Seven things people say to thwart digital transformation
What struck a chord with me is that the Dirty Tricks are covert, rather than overt. They fall into the passive aggressive category of behaviour, in which people do not express what they really feel. That is why it is hard for managers to deal with behaviour of this type. The passive aggressor never does anything that explicitly goes against the norm, or which can attract out-and-out criticism. But we all know it when we see it. Phipps and Gautrey quote a figure of £7.8bn being lost each year in the UK through office politicking. (The book is ten years old, so that would be around £10.8bn in today’s money).
I thought I’d set out seven of the things people have said to me – the Dirty Tricks if you like – to try to thwart digital transformation and other change programmes with which I have been involved. All seven are covert statements: no-one is overtly coming out and saying that they disagree.
- We tried it, but it didn’t work. Yeah. Someone once installed a version of Revit and attempted to retrofit a project they did in AutoCAD, So, because it did not go so well, the team in question are now experts on BIM and can condemn the whole of digital design as a failure. (By the way, these people also still use gas lamps and horse-drawn carriages).
- Clients won’t let us do it. Told with an oh-so-sincere set of gestures that say: “We’d love to, if we could.” I remember a workshop I ran to look at using digital design and optimisation techniques on a major rail project during which OUR project managers spent two hours telling us why the client would not let us use the tools we were developing. (For example: “Ah, but the client has mandated Bentley products.”) This is a very good approach for Thwarters to use because (a) they can say that the client is always right; and (b) they know more about the client than anyone leading a change programme can ever hope to do.
- Let’s wait and do it next year. This is the St Augustine’s prayer applied to digital design: “Lord, make me use Novaworks, but not yet”. Ask them for a firm timetable, and it’s like asking for a GPS pin for the end of the rainbow. It keeps moving and you never get there. As the Queen of Hearts almost told Alice: “The rule is BIM tomorrow, never BIM today.”
- We’re already doing it. Hmm. Define “it”. So when you suggest developing a smart asset management system using real time data, multi-faceted sensors and a rule-based Product Lifecycle Management (PLM) system and they say they’re already doing it…what they mean is that they have a 20 year old Emerson controls unit and a switch that allows them to turn the generator on and off. Not quite the same.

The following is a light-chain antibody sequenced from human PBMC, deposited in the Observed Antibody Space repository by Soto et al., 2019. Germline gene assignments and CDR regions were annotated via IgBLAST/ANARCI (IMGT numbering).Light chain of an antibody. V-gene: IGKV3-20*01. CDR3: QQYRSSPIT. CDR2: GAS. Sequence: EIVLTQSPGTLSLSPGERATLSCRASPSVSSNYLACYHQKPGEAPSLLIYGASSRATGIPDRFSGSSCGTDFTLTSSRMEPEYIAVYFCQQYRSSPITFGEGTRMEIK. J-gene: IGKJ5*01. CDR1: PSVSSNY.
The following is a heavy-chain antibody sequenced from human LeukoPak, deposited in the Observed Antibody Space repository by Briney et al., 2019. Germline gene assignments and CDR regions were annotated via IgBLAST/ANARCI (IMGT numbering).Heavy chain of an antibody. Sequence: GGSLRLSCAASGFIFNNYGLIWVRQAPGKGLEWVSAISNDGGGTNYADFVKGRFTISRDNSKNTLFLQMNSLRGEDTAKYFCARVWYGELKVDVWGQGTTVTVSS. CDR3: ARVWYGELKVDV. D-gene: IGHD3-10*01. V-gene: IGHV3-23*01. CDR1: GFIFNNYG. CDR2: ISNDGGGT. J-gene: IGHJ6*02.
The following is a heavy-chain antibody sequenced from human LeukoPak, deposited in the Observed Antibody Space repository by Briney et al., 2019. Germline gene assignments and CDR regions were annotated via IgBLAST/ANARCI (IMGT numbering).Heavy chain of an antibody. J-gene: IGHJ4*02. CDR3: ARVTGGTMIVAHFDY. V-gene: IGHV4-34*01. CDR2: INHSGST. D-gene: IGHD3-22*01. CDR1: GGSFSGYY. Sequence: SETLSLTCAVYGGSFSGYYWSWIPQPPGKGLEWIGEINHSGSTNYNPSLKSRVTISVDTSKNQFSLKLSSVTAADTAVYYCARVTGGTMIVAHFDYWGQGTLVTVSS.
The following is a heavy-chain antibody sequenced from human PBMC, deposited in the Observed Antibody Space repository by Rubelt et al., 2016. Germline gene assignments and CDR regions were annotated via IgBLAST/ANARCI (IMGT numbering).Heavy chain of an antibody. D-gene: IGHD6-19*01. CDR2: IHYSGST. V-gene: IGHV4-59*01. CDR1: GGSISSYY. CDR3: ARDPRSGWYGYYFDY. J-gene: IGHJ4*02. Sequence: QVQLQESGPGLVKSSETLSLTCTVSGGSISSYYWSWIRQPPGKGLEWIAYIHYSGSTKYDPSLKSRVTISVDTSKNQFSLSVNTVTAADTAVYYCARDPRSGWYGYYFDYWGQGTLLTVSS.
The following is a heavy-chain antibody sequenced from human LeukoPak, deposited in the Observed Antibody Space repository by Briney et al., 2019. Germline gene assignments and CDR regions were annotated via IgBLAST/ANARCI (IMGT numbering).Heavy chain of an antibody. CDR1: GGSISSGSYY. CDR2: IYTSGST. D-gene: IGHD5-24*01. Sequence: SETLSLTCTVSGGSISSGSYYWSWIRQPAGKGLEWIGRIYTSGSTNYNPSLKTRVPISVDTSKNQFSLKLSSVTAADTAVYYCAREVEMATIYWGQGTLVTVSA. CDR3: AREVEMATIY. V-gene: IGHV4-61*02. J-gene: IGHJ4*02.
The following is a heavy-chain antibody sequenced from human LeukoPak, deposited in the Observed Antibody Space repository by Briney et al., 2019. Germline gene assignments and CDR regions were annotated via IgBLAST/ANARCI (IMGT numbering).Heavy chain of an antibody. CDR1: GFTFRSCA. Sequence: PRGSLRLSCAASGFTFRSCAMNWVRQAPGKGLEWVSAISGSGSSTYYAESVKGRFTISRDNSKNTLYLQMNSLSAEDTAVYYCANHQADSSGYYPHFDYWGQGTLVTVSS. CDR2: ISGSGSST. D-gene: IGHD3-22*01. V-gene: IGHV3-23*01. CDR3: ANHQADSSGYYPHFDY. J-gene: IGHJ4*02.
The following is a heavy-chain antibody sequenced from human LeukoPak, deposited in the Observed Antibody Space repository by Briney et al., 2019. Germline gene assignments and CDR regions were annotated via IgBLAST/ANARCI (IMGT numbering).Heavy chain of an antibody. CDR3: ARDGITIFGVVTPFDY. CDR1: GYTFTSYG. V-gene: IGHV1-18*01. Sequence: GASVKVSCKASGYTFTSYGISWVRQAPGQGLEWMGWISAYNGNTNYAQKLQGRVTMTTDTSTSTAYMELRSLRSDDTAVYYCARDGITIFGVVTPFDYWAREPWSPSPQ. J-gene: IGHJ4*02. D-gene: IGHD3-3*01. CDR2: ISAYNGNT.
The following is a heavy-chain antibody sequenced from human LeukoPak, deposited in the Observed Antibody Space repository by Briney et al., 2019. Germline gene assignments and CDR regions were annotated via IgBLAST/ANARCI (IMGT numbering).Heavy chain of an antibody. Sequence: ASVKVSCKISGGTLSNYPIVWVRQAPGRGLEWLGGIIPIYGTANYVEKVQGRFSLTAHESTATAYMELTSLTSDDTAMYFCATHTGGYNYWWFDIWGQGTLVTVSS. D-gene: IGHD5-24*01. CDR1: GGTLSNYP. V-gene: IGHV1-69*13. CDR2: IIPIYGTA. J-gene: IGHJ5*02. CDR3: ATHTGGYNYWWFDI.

- It doesn’t apply to us. Also known as “we’re different” (or “we’re special. And of course everyone is special!) I was in a meeting a few months ago discussing standard naming conventions for filenames, as a precursor to the introduction of an Electronic Document Management system. Not exactly the most revolutionary piece of digital transformation. An ecologist piped up and said IDATU. Sure, you ecologists spend lots of time in the field counting bats and newts. But do the little creatures really object if you load your reports onto the server with the same protocol as the rest of the business?
- We’ve got to keep our people chargeable. Wouldn’t it be great if we could expense your BIM development on client-chargeable projects? Sometimes you can. And my mantra is that we should “move towards the future, one client-pull project at a time”, rather than opining about the future from an ivory tower. But sometimes revolution is required – for example, the introduction of structural 3D elements in a building project; or the move to modular off-site construction. It’s a heck of a generous “early-adopter” client who will allow you to learn how to do this on his or her project. I have written elsewhere about Katerra, the “unicorn” tech construction start-up that raised $900m from Softbank and is now worth more than Balfour Beatty. I bet they don’t require all their people to be client chargeable. Yet I have countless conversations with COO-types who say they are not interested in developing new world-leading products in two to three years’ time because, if they don’t make their numbers now, they won’t be around in two to three months’. SO GET YOUR PEOPLE CHARGEABLE.
- Yes (when they mean no) – I don’t mean the little white lies that we might say to make a colleague who has really bombed in a presentation feel better. I mean a systematic corporate culture where saying yes and meaning no is a good survival strategy. Shortly after I joined a particular company, I was taken aside by an apparently sincere colleague who said: “John, the way to get on here is to say yes to everything you’re asked to do. You only have to actually do 20% – but do that and you’ll be fine.” Companies that are going to succeed in changing have to be honest, and people have to be accountable for what they say. Promises and “yes”-es have to mean something.
I feel the need to echo Mike Phipps and Colin Gautrey and include my own caveat: this article is not intended to be a set of lessons for people on how to block digital transformation. (This is not a service that Priestland Consulting offers!) Rather it’s a reminder of the subtle interplay between culture and technology as we come to try to deliver transformational change. To quote the inimitable Vicky Pollard: “Yeah but no” is not a recipe for success when it comes to digital transformation.
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